Generation Y, also known as millennials, are the group of people born between 1980 and the early 2000s. As is often the case with generational groups, millennials have their own set of values and ambitions that differentiate them from their predecessors.
These values frame their world view and influence a range of their financial decisions, running the gamut from travel to buying real estate, and especially their first home. So, how do millennials feel about investing in property and potentially beginning a portfolio by climbing the property ladder?
The Domain Consumer Insights Study found that, contrary to popular belief, the average age at which a millennial becomes an investment property owner is 25. This is in stark contrast to baby boomers, who purchased their first home nearly two decades after the age of 25.
“The idea of buying an investment property and renting at the same time is now much more commonly accepted, whereas probably 10, 20 years ago you bought your house to have your family in,” explained Jennifer Duke, editor of the Domain Review.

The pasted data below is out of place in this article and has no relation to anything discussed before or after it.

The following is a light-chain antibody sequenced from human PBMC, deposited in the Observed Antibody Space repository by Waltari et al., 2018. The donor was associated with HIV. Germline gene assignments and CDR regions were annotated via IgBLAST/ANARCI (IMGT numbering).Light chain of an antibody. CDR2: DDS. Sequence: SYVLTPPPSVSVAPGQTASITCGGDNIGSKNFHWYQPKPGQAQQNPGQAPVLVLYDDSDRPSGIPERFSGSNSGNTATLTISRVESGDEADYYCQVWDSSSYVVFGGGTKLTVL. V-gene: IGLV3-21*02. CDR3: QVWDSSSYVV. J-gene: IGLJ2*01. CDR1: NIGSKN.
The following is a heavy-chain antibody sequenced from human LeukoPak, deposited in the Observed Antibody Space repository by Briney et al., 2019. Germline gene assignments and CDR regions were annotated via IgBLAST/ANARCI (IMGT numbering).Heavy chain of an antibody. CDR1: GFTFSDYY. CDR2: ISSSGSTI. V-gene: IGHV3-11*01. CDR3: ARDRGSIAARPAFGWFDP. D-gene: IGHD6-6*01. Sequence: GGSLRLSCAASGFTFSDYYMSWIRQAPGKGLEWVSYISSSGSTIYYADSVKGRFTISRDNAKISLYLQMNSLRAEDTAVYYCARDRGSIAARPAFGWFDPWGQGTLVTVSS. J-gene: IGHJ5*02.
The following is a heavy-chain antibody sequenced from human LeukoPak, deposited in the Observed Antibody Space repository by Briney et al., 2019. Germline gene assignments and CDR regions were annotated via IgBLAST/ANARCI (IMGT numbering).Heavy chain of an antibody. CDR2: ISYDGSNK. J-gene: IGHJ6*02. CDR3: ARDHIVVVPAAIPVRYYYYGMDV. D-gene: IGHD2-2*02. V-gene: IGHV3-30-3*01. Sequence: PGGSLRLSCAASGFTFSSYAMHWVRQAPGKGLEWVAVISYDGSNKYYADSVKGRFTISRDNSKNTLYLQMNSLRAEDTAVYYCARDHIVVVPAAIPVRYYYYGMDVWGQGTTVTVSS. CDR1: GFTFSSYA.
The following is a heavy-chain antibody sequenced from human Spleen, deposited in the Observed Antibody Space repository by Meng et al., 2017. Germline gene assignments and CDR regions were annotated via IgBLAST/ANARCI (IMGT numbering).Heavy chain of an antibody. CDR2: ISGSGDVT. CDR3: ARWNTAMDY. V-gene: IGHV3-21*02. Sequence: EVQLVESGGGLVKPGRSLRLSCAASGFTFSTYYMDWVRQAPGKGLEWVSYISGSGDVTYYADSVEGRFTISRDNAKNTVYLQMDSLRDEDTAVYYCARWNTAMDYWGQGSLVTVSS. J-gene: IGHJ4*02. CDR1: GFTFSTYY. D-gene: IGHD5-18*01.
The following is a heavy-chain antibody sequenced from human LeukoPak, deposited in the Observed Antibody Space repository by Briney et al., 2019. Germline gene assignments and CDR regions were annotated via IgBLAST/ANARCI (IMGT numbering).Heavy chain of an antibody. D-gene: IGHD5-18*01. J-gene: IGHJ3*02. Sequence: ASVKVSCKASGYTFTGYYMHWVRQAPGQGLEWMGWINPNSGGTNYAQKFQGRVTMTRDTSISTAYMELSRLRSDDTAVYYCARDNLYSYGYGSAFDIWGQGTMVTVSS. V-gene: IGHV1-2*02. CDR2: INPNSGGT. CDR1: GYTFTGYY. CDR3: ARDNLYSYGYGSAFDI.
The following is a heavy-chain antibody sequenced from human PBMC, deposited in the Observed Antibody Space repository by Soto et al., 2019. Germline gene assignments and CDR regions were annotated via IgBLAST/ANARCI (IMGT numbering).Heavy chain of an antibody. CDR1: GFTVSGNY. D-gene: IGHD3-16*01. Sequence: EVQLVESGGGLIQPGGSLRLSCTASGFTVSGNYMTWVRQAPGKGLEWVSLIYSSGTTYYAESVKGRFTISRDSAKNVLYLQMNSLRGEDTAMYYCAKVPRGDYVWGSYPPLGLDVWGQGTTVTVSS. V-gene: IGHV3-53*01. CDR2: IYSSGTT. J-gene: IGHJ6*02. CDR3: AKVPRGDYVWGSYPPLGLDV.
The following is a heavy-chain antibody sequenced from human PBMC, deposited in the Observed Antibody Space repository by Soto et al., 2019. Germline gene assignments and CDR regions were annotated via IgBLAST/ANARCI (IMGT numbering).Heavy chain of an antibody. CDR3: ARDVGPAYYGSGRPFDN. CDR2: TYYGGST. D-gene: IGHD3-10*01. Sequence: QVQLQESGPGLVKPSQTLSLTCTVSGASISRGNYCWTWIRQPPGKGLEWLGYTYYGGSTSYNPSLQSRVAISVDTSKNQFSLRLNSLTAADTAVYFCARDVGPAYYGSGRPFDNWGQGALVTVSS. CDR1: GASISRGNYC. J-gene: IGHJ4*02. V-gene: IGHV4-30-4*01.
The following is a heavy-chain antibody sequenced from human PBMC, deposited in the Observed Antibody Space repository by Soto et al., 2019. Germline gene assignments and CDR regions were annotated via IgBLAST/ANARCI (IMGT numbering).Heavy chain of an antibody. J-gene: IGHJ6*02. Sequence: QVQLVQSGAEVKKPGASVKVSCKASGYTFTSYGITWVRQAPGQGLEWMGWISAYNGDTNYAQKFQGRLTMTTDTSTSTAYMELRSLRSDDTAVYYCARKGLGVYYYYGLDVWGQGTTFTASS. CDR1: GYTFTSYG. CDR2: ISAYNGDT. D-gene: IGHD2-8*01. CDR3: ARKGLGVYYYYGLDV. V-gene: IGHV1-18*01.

Moreover, the number of millennials who buy multiple properties is on par with older generations. According to the study, 17 per cent of millennials own two or more properties. All of this research implies that millennials are getting on the first rungs of the property ladder fairly early. However, it’s important to note that 26 per cent of millennials don’t fall under this category – they are still living in their parental home.
While some millennials are embracing purchasing property, there are still a fair amount who have some anxiety regarding the subject. A report compiled by BDO and Co-Op surveyed 18-29 year olds and found that 87 per cent think their generation will never own a home outright.
Yet, 72 per cent of them feel that it’s important to buy a house as soon as they can. In light of this, a whopping 93 per cent of millennials have money saved, according to the report’s findings. This also shows that this group is savvy with savings, with over 65 per cent of them committed to long-term savings goals. This approach has resulted in an average savings per person of more than AU$8,000 or more.
These positive habits might be contributing to why so many of them are in fact ascending the property ladder at fairly young ages.